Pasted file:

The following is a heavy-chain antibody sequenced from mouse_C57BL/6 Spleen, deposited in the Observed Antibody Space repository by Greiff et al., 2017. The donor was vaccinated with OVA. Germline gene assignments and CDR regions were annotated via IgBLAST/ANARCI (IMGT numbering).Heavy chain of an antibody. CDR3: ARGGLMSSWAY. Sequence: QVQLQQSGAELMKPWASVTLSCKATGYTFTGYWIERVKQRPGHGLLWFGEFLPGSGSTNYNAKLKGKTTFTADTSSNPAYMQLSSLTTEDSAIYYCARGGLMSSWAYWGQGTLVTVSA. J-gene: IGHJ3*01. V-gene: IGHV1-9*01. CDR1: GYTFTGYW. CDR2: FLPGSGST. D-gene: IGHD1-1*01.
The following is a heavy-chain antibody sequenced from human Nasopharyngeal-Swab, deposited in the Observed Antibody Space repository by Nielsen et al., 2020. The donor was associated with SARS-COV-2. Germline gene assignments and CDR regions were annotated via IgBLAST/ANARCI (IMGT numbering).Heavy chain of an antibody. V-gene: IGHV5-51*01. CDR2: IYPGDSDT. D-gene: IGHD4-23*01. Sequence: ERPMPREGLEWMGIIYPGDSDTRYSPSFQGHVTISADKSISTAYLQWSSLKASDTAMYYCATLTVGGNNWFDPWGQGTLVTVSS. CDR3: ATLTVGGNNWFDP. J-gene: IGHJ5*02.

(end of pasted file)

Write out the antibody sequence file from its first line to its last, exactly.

The following is a heavy-chain antibody sequenced from mouse_C57BL/6 Spleen, deposited in the Observed Antibody Space repository by Greiff et al., 2017. The donor was vaccinated with OVA. Germline gene assignments and CDR regions were annotated via IgBLAST/ANARCI (IMGT numbering).Heavy chain of an antibody. CDR3: ARGGLMSSWAY. Sequence: QVQLQQSGAELMKPWASVTLSCKATGYTFTGYWIERVKQRPGHGLLWFGEFLPGSGSTNYNAKLKGKTTFTADTSSNPAYMQLSSLTTEDSAIYYCARGGLMSSWAYWGQGTLVTVSA. J-gene: IGHJ3*01. V-gene: IGHV1-9*01. CDR1: GYTFTGYW. CDR2: FLPGSGST. D-gene: IGHD1-1*01.
The following is a heavy-chain antibody sequenced from human Nasopharyngeal-Swab, deposited in the Observed Antibody Space repository by Nielsen et al., 2020. The donor was associated with SARS-COV-2. Germline gene assignments and CDR regions were annotated via IgBLAST/ANARCI (IMGT numbering).Heavy chain of an antibody. V-gene: IGHV5-51*01. CDR2: IYPGDSDT. D-gene: IGHD4-23*01. Sequence: ERPMPREGLEWMGIIYPGDSDTRYSPSFQGHVTISADKSISTAYLQWSSLKASDTAMYYCATLTVGGNNWFDPWGQGTLVTVSS. CDR3: ATLTVGGNNWFDP. J-gene: IGHJ5*02.